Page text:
How depressing.

    Reply
    1. random

      I’m not sure I follow, if the salaries are capped at modest levels comparable to Europe why would many US players go overseas? If the salaries are the same, unless they are going for the change in culture I don’t see those players taking on the expenses of overseas travel and living and possibly less competitive leagues (depending on the country). I do agree that you’ll see more foreign players stay home if they can’t get paid more here.

      Reply
  13. Dude

    Besides showcasing really good soccer, what I’ve always liked about WPS is that it was made up of self-empowered women.
    They set an example for others…not just for the young girls who look up to them…but also for the women and men who admire and respect them.

    They simply inspire people.

    And women’s soccer will certainly continue to inspire, whether that’s with the WNT at the Olympics, in domestic women’s soccer leagues besides WPS, or in leagues overseas.
    But I certainly hope that Professional women’s soccer will pick up here again in the US in the near future. If you look at the cultural and sports landscape here in America for women, it’s obvious that it’s needed.

    Reply
    1. VaFan

      I completely agree with Dude’s comment, but I also wonder where we can find the empowered women who can — and will — support women’s soccer financially. Is it really Oprah or no one?
      And, as I try desperately to find some thing positive in this situation, is it possible there will be a massive talent flow into the W-League?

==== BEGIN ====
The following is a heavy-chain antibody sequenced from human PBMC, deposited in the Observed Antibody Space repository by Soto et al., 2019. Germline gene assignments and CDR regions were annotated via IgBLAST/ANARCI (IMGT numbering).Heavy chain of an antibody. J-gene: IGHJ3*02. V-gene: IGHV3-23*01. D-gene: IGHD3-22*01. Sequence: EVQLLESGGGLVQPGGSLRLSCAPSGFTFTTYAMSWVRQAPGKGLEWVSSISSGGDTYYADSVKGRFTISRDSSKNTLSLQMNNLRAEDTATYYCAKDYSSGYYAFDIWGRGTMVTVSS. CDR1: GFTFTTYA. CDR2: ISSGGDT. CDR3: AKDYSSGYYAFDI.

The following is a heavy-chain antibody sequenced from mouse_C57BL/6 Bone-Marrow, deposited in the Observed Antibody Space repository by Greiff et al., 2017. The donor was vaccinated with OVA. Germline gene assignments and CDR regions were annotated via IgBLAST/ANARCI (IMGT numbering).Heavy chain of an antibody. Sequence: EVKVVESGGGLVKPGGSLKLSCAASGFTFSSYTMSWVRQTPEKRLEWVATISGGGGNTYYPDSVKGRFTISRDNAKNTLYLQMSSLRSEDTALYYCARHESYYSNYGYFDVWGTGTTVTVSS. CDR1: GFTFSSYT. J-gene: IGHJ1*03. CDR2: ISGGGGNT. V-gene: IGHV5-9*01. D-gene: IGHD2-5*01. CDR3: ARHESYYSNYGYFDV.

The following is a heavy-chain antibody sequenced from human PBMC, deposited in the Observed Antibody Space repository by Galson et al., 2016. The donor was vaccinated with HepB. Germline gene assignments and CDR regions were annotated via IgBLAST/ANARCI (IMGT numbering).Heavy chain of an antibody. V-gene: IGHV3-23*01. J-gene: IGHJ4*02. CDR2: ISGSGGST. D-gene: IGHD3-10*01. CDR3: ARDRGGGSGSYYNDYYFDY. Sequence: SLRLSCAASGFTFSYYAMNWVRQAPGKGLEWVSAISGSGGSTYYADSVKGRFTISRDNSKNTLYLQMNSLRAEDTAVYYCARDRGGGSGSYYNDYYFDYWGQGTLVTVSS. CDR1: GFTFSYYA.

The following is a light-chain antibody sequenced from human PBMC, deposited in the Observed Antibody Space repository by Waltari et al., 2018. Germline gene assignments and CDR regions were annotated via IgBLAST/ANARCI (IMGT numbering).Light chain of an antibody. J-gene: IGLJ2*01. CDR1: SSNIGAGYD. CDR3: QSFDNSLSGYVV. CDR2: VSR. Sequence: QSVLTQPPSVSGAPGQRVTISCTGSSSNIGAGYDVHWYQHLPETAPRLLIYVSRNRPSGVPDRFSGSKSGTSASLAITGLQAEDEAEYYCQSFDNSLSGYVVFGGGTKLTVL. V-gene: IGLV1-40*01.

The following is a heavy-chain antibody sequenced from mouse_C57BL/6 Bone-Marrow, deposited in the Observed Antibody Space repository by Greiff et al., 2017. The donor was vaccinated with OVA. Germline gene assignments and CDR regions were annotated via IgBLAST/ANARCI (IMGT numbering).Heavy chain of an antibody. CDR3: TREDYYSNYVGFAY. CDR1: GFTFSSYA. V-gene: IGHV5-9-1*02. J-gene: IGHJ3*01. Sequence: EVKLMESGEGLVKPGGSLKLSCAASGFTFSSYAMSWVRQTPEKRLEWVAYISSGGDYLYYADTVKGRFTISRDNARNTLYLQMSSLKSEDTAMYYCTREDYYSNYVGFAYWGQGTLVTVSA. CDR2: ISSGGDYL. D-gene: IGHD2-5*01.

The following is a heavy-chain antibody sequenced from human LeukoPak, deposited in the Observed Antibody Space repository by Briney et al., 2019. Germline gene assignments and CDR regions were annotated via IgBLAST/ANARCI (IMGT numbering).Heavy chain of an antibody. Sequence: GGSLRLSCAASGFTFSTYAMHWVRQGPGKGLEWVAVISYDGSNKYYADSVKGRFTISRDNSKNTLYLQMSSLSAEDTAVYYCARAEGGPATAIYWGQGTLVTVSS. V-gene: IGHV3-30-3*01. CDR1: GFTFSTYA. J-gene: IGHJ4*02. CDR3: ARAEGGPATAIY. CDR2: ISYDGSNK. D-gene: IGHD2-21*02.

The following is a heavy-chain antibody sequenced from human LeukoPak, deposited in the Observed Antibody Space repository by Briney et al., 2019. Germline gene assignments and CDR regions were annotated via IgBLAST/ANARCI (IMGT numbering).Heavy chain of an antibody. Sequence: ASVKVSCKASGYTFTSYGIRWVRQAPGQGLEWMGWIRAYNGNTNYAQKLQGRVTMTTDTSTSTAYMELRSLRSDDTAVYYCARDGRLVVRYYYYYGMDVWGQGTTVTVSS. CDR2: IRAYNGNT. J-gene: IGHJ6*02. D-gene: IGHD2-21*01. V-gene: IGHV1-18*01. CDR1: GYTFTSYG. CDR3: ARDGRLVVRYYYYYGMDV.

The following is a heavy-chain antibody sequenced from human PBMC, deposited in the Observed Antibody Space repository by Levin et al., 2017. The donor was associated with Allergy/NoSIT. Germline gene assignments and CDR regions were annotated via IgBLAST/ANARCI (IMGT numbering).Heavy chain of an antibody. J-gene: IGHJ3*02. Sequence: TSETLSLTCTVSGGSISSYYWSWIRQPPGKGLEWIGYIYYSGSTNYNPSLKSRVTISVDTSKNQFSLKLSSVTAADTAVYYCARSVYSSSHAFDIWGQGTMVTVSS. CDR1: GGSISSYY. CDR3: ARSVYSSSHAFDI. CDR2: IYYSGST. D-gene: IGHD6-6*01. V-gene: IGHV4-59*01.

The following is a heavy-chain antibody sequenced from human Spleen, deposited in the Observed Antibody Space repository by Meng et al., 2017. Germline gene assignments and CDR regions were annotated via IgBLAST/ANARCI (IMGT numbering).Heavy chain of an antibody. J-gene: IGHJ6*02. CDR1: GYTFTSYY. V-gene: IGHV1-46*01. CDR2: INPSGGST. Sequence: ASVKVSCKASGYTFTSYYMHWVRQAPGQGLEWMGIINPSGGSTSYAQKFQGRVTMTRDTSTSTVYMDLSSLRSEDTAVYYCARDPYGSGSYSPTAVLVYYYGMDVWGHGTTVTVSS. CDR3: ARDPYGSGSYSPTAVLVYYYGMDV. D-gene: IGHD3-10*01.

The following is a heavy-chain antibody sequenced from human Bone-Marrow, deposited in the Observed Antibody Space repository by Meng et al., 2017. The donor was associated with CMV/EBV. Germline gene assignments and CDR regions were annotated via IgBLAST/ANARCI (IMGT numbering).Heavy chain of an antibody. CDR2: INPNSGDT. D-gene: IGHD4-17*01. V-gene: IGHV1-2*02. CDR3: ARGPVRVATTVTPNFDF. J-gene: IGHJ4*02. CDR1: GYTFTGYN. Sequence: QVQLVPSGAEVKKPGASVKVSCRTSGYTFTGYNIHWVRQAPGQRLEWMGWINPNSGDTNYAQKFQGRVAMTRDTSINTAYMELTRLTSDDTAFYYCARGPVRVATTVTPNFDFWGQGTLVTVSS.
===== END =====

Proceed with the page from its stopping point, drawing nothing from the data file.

Reply
  14. john

    Well that stinks! I’m no Danny Boy fan, but let’s be real here. Every franchise was on shaky ground. I’d not be surprised if some owners aren’t heaving a huge sigh of relief that some “external” issue got them off the money draining train. Is it just me or is an owner who signs off Esq. (implying he’s an attorney) scary when you realize he can’t read his own termination regs. Just asking! WPS or its successor needs to find a way to attract players w/ salaries that reflect the real revenue of the league. The selling point of competing w/ the world’s best in quality sites has to offset any thought of “big” earnings. Even in its struggles WPS offered a player some of the largest crowds in the womens league soccer anywhere. Another sad thought: if a judge awards Danny Boy damages will any owner last through that financial hit?
    Will Fox carry the Fruen Bundesliga?

    Reply
    1. cow pasture alum

      It is misleading to refer to the arbitration procedures in question as “termination regs.” They concerned resolution of disputes among owners generally, not specifically termination, and the other owners made a case that termination actions were not covered. Obviously they did not persuade the judge in the end, but it could have gone either way.

      What basis could Borislow have for damages? Lost profits, when the club wasn’t making a profit to begin with? The arbitrator may simply affirm that the league was within its rights to terminate him all along.

      Reply
      1. john

        Damage to reputation comes to mind. He could just print out the comments section from this blog. Besides as you know damages can be compensatory and/or punitive. The bottom line is many mistakes were made by all sides leaving all WoSo players, fans, backers, etc. in the lurch.

        Reply
        1. cow pasture alum

          A judge cannot award damages that Borislow has not sought. Borislow has not alleged damage to his reputation, and he would not have much of a case if he did. What you see in the comments section of this blog is just a bunch of ordinary folks exercising their First Amendment rights.

          Reply